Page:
[GMing] Player Trust and Complex Play

Posted: July 23, 2013 by pointyman2000 in Advice, Articles, Roleplaying Games
Tags: ,

One of the benefits of running very long campaigns with a constant group of players is the fact that after a while, you get to up your game as a GM. Considering the fact that RPGs are a social activity that involve a lot of trust placed in the hands of the GM, being able to play on that trust to pull off more complicated plots and stories with the characters is a major boon.

In many ways, campaigns benefit from this long-term understanding of the people involved because it gives us the ability to play with comfort zones and themes that the group finds interesting. For example, in my current play group, majority of the players have stuck around since the first L5R campaign I’ve run. Because they’re used to how I run games, I no longer have to worry too much about playing with kid gloves on, and I can go straight to the higher stakes without worrying about my players thinking that I’m being a killer GM.

I know they’re capable, and they know I won’t pull punches. We’re comfortable with each other in that regard, and they’re far more willing to place their trust in me to throw a curveball or three at their direction since I know that they can take it.

When you start off with a new group, you have to start exploring your boundaries. Needless to say, sensitive issues and touchy subjects involving player control are best reserved for when the players already have a well-established trust in you. For now, stick to entertaining games as opposed to ones that force them to face tough ethical / moral issues. Black and white issues with a plot twist or two will be perfectly fine and entertaining for an evening’s worth of play.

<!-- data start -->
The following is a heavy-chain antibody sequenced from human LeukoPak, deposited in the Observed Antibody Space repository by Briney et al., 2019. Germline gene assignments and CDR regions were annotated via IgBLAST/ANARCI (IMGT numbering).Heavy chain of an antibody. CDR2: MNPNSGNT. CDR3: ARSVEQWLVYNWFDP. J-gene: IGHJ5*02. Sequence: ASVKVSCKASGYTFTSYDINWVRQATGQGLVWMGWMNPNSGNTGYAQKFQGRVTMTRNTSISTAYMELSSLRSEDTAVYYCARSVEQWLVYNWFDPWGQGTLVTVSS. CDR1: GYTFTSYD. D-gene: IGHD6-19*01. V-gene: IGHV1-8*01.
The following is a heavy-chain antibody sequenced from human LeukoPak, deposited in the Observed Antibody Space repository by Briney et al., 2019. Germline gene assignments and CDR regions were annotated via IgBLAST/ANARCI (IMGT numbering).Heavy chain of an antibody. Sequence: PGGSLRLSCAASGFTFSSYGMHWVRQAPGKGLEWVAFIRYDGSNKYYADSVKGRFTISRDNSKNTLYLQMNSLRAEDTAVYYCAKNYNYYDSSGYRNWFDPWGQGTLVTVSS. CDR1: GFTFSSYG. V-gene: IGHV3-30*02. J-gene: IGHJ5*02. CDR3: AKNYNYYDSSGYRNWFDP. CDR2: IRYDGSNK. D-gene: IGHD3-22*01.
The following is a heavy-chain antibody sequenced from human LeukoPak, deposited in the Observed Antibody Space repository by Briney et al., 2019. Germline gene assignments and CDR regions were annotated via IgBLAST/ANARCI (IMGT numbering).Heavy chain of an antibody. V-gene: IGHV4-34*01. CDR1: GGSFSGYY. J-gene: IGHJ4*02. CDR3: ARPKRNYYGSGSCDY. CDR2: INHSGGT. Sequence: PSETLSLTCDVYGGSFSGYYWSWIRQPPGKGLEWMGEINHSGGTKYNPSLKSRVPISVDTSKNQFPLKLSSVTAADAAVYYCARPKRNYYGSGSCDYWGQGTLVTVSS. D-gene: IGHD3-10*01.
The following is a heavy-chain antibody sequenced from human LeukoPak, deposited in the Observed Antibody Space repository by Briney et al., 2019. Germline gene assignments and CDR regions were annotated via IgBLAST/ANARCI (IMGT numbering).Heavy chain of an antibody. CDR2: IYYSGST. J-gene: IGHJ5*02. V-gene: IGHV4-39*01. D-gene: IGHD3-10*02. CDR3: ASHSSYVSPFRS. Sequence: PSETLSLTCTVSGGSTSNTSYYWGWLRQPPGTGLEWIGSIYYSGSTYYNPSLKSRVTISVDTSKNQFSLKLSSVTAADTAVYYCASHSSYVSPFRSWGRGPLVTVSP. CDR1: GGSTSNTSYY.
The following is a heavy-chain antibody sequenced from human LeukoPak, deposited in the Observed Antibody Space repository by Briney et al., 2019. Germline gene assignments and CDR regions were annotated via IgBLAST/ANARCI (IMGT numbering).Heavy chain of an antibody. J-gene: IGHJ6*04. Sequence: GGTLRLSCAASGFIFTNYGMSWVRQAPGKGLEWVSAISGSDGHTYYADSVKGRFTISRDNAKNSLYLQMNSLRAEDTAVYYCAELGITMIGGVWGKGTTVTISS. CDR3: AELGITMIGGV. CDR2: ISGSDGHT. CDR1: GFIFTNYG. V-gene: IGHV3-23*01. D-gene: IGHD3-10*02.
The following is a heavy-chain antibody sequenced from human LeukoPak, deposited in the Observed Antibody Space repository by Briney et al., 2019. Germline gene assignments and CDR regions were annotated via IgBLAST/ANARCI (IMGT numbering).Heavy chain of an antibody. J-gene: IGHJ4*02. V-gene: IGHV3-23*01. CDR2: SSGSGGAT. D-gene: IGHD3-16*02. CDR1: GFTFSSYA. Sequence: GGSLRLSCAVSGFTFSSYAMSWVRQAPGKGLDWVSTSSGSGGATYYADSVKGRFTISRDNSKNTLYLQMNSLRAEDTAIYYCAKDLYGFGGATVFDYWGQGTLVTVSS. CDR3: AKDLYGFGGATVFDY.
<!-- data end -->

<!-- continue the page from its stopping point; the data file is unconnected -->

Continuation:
Once you’ve started getting the player’s trust, then you can start really flexing your creativity. Being able to employ some of the trickier narrative moves that imply a loss of player agency, such as capture or the loss of equipment in a temporary fashion is a good way to start introducing the idea to players. I’ve found that a lot of people eventually come around to understanding that the fun comes from being in trouble as opposed to just always winning.

Of course this isn’t an easy thing to pull off. It takes time, confidence, and a lot of care to foster the kind of trust that brings the level of play up to this point, but once you’re there you’ll be rewarded with the ability to run complex games with all sorts of deep character moments that would fit in perfectly fine in novels, TV and movies.

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